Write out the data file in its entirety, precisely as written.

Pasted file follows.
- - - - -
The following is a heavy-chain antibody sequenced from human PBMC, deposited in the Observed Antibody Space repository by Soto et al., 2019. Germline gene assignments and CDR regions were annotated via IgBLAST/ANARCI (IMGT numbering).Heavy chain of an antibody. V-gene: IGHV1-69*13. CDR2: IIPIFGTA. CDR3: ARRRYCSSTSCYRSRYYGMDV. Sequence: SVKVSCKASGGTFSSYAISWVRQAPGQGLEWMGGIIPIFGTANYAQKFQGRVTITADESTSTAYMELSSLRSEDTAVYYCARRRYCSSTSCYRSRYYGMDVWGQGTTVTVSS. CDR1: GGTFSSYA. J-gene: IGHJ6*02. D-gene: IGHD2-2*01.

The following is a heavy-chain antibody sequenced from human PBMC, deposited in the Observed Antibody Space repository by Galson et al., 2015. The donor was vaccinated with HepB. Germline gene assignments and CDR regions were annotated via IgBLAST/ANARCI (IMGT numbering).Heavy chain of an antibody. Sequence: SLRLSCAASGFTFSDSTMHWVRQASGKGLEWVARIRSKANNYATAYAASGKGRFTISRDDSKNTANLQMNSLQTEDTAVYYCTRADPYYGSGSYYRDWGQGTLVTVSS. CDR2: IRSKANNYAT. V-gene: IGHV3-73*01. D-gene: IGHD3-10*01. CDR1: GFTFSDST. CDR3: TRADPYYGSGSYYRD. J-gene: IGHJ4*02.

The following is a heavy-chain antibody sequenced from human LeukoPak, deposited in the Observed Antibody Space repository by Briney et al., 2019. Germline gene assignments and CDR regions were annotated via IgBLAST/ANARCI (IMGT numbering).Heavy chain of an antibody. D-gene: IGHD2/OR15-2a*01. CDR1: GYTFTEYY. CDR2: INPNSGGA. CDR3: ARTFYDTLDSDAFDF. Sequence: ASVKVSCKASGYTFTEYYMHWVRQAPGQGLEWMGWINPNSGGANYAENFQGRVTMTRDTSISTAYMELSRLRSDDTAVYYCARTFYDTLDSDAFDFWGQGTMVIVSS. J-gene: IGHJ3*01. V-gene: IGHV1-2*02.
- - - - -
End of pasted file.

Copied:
The following is a heavy-chain antibody sequenced from human PBMC, deposited in the Observed Antibody Space repository by Soto et al., 2019. Germline gene assignments and CDR regions were annotated via IgBLAST/ANARCI (IMGT numbering).Heavy chain of an antibody. V-gene: IGHV1-69*13. CDR2: IIPIFGTA. CDR3: ARRRYCSSTSCYRSRYYGMDV. Sequence: SVKVSCKASGGTFSSYAISWVRQAPGQGLEWMGGIIPIFGTANYAQKFQGRVTITADESTSTAYMELSSLRSEDTAVYYCARRRYCSSTSCYRSRYYGMDVWGQGTTVTVSS. CDR1: GGTFSSYA. J-gene: IGHJ6*02. D-gene: IGHD2-2*01.

The following is a heavy-chain antibody sequenced from human PBMC, deposited in the Observed Antibody Space repository by Galson et al., 2015. The donor was vaccinated with HepB. Germline gene assignments and CDR regions were annotated via IgBLAST/ANARCI (IMGT numbering).Heavy chain of an antibody. Sequence: SLRLSCAASGFTFSDSTMHWVRQASGKGLEWVARIRSKANNYATAYAASGKGRFTISRDDSKNTANLQMNSLQTEDTAVYYCTRADPYYGSGSYYRDWGQGTLVTVSS. CDR2: IRSKANNYAT. V-gene: IGHV3-73*01. D-gene: IGHD3-10*01. CDR1: GFTFSDST. CDR3: TRADPYYGSGSYYRD. J-gene: IGHJ4*02.

The following is a heavy-chain antibody sequenced from human LeukoPak, deposited in the Observed Antibody Space repository by Briney et al., 2019. Germline gene assignments and CDR regions were annotated via IgBLAST/ANARCI (IMGT numbering).Heavy chain of an antibody. D-gene: IGHD2/OR15-2a*01. CDR1: GYTFTEYY. CDR2: INPNSGGA. CDR3: ARTFYDTLDSDAFDF. Sequence: ASVKVSCKASGYTFTEYYMHWVRQAPGQGLEWMGWINPNSGGANYAENFQGRVTMTRDTSISTAYMELSRLRSDDTAVYYCARTFYDTLDSDAFDFWGQGTMVIVSS. J-gene: IGHJ3*01. V-gene: IGHV1-2*02.